Holy Assumption Church blesses Lake Erie on a chilly Marblehead morning

Jan 12, 2022 | Around Ottawa County, Featured | 0 comments

Rev. Andrew Bartek performed the Blessing of Lake Erie on Saturday, an Orthodox Church ceremony that is a mainstay for Orthodox Church celebrants around the world. (Photo by D’Arcy Patrick Egan)


Holy Assumption Orthodox Church has been a bastion of faith in the Village of Marblehead, and its iconic stone house of worship is getting ready to celebrate its 125th anniversary as a parish in 2023. But one important aspect of the Orthodox Church had been missing in Marblehead until Rev. Andrew Bartek arrived five years ago to minister to its flock.

The Blessing of Lake Erie.

“There is so much history here with Holy Assumption Orthodox Church, but when I first came to Marblehead, I was very surprised a mainstay of the Orthodox Church, the blessing of an important lake in the parish, had never been celebrated here,” said Rev. Bartek.

“There are many towns around Lake Erie that celebrate the Blessing of the Fleet most every year, but Orthodox Church tradition calls for an annual Blessing of the Lake,” said Rev. Bartek.

On Saturday, for the third time many members of the parish gathered at the stately church on East Main State in downtown Marblehead, which is best known as the home of the popular Halupki Festival on the third Sunday of August. Despite biting frigid winds, about 50 parishioners and visitors had bundled up in their winter best and marched single file under sunny skies with Rev. Bartek to Clemons Park, singing hymns and leaving behind a trail of incense.

Parishioners and Rev. Andrew Bartek of Holy Assumption Orthodox Church in Marblehead march to the Lake Erie shoreline at Clemons Park on Saturday to celebrate the Blessing of Lake Erie. (Photo by D’Arcy Patrick Egan)

As church members watched from a small buff overlooking a little bay on the Clemons Park shoreline, Rev. Bartek carefully worked his way down a small trail to the crusty shoreline to lead in traditional prayers and hymns as he cast a golden cross into the waters, retrieving it time and again, and anointing celebrants with holy water.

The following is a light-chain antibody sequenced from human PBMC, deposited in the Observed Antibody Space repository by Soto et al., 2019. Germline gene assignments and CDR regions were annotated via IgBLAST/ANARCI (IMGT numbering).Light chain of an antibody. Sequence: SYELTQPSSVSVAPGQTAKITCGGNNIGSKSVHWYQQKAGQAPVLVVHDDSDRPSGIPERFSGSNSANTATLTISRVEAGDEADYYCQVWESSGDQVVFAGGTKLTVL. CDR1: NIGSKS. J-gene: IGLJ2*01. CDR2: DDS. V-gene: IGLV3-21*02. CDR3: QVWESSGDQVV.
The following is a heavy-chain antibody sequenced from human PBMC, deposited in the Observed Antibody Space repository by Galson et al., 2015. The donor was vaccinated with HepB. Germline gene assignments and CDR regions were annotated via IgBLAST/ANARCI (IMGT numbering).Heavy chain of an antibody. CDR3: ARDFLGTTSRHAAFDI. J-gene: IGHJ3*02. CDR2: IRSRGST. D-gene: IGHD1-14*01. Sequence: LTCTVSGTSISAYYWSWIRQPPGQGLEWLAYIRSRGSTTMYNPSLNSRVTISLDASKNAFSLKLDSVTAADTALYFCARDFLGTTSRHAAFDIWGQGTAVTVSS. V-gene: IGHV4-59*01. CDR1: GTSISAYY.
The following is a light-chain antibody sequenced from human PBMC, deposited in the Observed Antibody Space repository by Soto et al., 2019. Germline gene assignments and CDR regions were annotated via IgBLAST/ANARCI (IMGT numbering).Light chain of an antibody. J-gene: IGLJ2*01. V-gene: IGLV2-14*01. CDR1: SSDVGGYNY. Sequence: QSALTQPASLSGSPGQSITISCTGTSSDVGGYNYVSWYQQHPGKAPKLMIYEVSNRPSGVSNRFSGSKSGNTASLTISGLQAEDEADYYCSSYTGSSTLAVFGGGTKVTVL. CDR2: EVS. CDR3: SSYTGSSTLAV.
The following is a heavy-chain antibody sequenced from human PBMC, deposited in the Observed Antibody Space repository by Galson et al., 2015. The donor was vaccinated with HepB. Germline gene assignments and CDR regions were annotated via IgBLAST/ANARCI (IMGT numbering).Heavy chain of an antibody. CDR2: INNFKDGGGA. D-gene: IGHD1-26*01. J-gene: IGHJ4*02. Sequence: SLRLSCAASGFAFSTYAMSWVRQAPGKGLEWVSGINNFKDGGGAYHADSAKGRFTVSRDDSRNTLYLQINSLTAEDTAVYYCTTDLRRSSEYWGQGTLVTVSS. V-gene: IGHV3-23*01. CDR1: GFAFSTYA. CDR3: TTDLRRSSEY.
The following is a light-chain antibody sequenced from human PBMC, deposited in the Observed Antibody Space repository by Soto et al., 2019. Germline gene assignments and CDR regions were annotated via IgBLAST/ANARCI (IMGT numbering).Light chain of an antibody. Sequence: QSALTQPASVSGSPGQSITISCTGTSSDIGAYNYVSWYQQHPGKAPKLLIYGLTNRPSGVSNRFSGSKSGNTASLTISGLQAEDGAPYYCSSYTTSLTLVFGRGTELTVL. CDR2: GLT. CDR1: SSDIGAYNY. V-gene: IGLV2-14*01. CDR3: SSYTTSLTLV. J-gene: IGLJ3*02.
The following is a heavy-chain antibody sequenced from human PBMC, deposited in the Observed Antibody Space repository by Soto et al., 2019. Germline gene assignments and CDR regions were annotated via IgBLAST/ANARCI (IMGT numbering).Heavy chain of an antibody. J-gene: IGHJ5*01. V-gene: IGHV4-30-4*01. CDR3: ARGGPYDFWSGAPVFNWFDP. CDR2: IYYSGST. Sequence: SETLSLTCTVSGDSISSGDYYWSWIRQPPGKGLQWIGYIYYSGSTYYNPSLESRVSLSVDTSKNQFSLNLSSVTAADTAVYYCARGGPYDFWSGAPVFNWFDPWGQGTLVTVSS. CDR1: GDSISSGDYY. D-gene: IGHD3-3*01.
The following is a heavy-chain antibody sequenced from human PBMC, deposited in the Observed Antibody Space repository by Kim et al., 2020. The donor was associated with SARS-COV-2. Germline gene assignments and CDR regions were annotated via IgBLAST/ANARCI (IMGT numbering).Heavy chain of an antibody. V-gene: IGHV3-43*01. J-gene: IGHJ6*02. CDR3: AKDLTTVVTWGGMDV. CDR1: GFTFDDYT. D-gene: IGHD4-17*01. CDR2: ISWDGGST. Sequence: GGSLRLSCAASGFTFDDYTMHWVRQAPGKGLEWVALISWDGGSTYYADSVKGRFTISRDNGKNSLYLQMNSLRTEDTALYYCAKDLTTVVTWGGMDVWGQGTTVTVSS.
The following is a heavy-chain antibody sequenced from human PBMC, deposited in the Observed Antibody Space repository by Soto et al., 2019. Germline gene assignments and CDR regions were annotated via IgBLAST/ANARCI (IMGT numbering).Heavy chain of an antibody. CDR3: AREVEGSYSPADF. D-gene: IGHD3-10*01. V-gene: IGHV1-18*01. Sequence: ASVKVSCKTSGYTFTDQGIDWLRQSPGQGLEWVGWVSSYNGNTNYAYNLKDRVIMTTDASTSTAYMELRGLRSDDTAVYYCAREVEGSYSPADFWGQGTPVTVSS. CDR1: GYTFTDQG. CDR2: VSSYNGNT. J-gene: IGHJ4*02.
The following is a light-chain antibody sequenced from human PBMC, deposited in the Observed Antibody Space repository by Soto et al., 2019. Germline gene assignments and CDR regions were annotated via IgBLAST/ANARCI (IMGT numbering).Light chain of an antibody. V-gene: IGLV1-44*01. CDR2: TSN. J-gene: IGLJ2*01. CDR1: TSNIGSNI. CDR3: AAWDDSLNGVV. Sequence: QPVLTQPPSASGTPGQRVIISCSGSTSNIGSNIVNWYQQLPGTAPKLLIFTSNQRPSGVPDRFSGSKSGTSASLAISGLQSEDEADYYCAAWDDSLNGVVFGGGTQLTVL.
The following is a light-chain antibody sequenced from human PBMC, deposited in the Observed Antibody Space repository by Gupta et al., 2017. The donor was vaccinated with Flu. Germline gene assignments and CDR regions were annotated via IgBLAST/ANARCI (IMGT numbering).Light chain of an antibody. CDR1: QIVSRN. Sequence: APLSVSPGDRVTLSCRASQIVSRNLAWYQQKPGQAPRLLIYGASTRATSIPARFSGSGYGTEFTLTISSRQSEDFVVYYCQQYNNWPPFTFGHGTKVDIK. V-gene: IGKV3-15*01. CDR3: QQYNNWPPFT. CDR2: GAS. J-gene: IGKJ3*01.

Wrapping up the noon ceremony, everyone gathered in the basement of Holy Assumption Church for hot soup, coffee and cocoa and sandwiches.

The members of the parish are mostly elderly, many who emigrated from Eastern Europe to Marblehead after World War II to work in the stone quarry, local orchards and on Lake Erie fishing boats. The old timers revel in the history of their little village, and have embraced the enthusiasm of their pastor.

“In the five years I’ve served here, I’ve found Marblehead to be a very warm and welcoming community,” said Rev. Bartek, who is also chaplain of the Marblehead Police Department. “This is a very tight-knit parish. I’ve served in big cities, such as Chicago, but have most enjoyed the smaller villages.”

Marblehead is certainly a small village, but Rev. Bartek is formulating a large celebration for the 125th anniversary of Holy Assumption Orthodox Church in 2023, including inviting the bishop of the Orthodox Church.

“That would be a very big thing for the small village,” said Rev. Bartek. “We’re talking about a historic marker for our church and a variety of social events, and a parade to mark the 125th anniversary of the oldest Orthodox Church in Ohio.”

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